M.W. Johnson of New Road, Fitzroy Square (active 1820s-1860s)

M.W. Johnson, typical funerary panel.

The monumental mason and sculptor Matthew Wharton Johnson was one of the many statuaries who made white-on-black funerary panels in the 19th Century, but his work is above the usual standard, and almost always includes at least some carving. There are a variety of his works in churches in and around London. However, M.W. Johnson’s monuments are found across England and Wales, and odd examples have been identified as far afield as Australia, India, and Barbados.

His favoured styles were typical of the early 19th Century: Classical panels cut to shape as a tomb chest end, with little feet, and a lid or pediment above an upper shelf; the similar casket-ends, with outward sloping sides to the panel and often resting on a small shelf, and taller panels with blocky lower shelves and small supports – all generally on a black backing panel, rectangular or cut to shape. His carvings included the usual coats of arms, pots or funerary urns in high relief, and lids or pediments with scrolling and highly stylised flowers. A fine panel to Sarah Holroyd, d.1823, by M.W. Johnson is in Walthamstow Church, with naturalistically carved flowers to each side. While he strongly favoured Classical panels, an example of a Gothic panel by M.J. Johnson, to David Morgan, d.1857, is in All Saints Parish Church, West Ham, along with several Classical works by him.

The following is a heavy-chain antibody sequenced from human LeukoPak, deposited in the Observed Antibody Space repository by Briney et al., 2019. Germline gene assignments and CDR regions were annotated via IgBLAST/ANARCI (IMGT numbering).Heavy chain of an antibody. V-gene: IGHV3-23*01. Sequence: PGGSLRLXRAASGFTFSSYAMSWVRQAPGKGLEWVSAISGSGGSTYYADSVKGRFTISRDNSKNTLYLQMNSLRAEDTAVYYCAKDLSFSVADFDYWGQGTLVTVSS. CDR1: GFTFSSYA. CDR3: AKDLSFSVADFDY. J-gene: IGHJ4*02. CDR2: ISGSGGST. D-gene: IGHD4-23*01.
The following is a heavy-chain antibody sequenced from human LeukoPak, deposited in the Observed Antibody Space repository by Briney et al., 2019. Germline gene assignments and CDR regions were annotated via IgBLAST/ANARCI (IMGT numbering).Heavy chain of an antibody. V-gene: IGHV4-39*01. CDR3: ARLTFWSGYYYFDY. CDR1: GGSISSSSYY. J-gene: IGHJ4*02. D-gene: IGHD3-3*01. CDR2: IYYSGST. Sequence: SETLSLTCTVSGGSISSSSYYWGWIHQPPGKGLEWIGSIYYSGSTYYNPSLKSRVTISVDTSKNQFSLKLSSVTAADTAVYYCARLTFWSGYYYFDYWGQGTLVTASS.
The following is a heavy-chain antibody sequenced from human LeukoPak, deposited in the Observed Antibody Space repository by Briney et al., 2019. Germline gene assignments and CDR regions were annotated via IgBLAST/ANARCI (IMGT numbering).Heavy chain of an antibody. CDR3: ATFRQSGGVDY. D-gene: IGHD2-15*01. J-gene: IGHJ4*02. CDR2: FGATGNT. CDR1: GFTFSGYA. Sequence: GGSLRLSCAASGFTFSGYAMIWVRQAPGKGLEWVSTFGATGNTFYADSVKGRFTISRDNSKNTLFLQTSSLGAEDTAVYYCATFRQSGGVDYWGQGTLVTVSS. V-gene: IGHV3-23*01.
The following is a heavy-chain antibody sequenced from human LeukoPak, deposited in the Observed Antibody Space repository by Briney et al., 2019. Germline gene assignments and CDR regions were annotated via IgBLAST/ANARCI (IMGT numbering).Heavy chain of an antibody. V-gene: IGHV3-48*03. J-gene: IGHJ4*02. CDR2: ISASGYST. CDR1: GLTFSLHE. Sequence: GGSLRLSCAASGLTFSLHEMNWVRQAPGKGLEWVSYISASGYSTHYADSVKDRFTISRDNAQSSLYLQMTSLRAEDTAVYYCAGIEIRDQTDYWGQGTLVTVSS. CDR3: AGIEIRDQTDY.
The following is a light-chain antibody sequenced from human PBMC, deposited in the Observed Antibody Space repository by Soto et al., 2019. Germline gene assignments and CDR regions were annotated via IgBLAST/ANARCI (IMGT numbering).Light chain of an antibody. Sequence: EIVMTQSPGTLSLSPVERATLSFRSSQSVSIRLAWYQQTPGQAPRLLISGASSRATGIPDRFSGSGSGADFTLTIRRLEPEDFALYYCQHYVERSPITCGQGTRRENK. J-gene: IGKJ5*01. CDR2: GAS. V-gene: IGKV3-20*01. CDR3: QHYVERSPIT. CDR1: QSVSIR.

M.W. Johnson also made garden sculpture – fountains, ornamental vases, Classical figures etc – but I have not seen these. In the 1830s, he took out a patent for the improvement of the construction of coffins, and he is listed then as ‘Sculptor and Stone Mason, of Buckingham Place, Middlesex’ –Buckingham Place being just to the west of Fitzroy Square, and now called Cleveland Street. His address for most of his long working life was close by in New Road, Fitzroy Square, which is to say, Euston Road. Although the majority of his works date from the 1820s to the 1850s, and peter out in the 1860s, a few are later, for example that to the Packe family in Ruislip Church, West London, listing offspring of the vicar who died until 1871; on this basis, the Henry Moore Institute has suggested there was likely a second generation working at the family firm.

M.W. Johnson, example of carving of crossed torch and sprig of olive.

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